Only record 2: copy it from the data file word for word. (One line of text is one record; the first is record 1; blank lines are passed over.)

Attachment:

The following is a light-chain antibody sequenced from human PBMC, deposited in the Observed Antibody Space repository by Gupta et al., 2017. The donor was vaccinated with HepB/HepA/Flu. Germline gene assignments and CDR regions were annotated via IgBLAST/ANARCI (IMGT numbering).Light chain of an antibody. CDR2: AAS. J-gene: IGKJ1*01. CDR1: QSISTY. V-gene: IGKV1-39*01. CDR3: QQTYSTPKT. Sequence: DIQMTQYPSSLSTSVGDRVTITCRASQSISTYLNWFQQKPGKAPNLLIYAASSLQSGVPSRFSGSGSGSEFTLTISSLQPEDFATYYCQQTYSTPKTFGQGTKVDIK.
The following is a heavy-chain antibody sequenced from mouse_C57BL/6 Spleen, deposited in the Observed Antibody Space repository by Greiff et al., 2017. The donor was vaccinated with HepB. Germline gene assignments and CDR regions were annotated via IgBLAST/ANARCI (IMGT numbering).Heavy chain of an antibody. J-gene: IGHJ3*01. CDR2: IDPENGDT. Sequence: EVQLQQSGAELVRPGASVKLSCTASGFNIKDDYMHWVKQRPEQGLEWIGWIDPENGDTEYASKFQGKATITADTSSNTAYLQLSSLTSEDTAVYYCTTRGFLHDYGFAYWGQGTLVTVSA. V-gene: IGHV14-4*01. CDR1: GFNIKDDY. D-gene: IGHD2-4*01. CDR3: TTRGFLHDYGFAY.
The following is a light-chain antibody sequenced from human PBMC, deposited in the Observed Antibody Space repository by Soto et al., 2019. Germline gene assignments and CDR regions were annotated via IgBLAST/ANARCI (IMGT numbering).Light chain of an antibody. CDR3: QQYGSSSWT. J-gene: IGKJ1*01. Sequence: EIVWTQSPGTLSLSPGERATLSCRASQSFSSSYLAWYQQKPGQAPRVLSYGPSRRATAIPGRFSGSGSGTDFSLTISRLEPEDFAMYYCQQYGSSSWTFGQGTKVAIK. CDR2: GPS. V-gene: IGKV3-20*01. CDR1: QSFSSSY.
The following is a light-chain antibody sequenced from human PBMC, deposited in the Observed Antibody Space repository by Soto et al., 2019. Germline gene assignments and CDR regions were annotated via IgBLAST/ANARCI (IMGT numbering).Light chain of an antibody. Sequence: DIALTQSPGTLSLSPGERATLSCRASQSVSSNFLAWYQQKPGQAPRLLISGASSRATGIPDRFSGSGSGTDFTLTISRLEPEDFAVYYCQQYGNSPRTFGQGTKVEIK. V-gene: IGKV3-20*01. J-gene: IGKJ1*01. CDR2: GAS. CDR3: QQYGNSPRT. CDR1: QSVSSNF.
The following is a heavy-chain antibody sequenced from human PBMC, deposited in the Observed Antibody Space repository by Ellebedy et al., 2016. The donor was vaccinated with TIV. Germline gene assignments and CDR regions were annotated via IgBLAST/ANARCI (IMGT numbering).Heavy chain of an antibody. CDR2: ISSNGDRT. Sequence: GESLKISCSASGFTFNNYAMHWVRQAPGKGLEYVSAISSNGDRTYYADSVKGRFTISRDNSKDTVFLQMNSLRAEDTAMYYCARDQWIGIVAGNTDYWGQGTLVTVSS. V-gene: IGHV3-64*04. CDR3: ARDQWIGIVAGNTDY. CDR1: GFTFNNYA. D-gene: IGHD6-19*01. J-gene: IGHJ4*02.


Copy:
The following is a heavy-chain antibody sequenced from mouse_C57BL/6 Spleen, deposited in the Observed Antibody Space repository by Greiff et al., 2017. The donor was vaccinated with HepB. Germline gene assignments and CDR regions were annotated via IgBLAST/ANARCI (IMGT numbering).Heavy chain of an antibody. J-gene: IGHJ3*01. CDR2: IDPENGDT. Sequence: EVQLQQSGAELVRPGASVKLSCTASGFNIKDDYMHWVKQRPEQGLEWIGWIDPENGDTEYASKFQGKATITADTSSNTAYLQLSSLTSEDTAVYYCTTRGFLHDYGFAYWGQGTLVTVSA. V-gene: IGHV14-4*01. CDR1: GFNIKDDY. D-gene: IGHD2-4*01. CDR3: TTRGFLHDYGFAY.